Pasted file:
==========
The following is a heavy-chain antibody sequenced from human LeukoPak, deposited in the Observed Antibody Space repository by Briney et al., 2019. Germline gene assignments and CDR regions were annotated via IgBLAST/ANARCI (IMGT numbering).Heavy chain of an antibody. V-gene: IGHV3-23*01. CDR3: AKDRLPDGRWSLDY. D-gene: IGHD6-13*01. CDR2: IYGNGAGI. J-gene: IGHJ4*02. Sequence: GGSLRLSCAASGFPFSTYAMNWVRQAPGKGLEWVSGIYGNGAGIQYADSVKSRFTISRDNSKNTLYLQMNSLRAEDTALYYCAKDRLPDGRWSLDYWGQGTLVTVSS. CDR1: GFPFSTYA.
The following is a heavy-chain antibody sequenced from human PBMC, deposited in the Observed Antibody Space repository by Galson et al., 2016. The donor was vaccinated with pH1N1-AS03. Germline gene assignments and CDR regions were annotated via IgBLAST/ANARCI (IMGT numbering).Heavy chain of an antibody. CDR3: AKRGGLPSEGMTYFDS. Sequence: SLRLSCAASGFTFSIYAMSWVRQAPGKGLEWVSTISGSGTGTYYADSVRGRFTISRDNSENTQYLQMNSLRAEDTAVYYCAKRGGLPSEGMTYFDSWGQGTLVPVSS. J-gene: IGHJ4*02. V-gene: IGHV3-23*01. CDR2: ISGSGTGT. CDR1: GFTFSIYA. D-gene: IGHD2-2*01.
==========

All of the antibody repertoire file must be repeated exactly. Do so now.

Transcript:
The following is a heavy-chain antibody sequenced from human LeukoPak, deposited in the Observed Antibody Space repository by Briney et al., 2019. Germline gene assignments and CDR regions were annotated via IgBLAST/ANARCI (IMGT numbering).Heavy chain of an antibody. V-gene: IGHV3-23*01. CDR3: AKDRLPDGRWSLDY. D-gene: IGHD6-13*01. CDR2: IYGNGAGI. J-gene: IGHJ4*02. Sequence: GGSLRLSCAASGFPFSTYAMNWVRQAPGKGLEWVSGIYGNGAGIQYADSVKSRFTISRDNSKNTLYLQMNSLRAEDTALYYCAKDRLPDGRWSLDYWGQGTLVTVSS. CDR1: GFPFSTYA.
The following is a heavy-chain antibody sequenced from human PBMC, deposited in the Observed Antibody Space repository by Galson et al., 2016. The donor was vaccinated with pH1N1-AS03. Germline gene assignments and CDR regions were annotated via IgBLAST/ANARCI (IMGT numbering).Heavy chain of an antibody. CDR3: AKRGGLPSEGMTYFDS. Sequence: SLRLSCAASGFTFSIYAMSWVRQAPGKGLEWVSTISGSGTGTYYADSVRGRFTISRDNSENTQYLQMNSLRAEDTAVYYCAKRGGLPSEGMTYFDSWGQGTLVPVSS. J-gene: IGHJ4*02. V-gene: IGHV3-23*01. CDR2: ISGSGTGT. CDR1: GFTFSIYA. D-gene: IGHD2-2*01.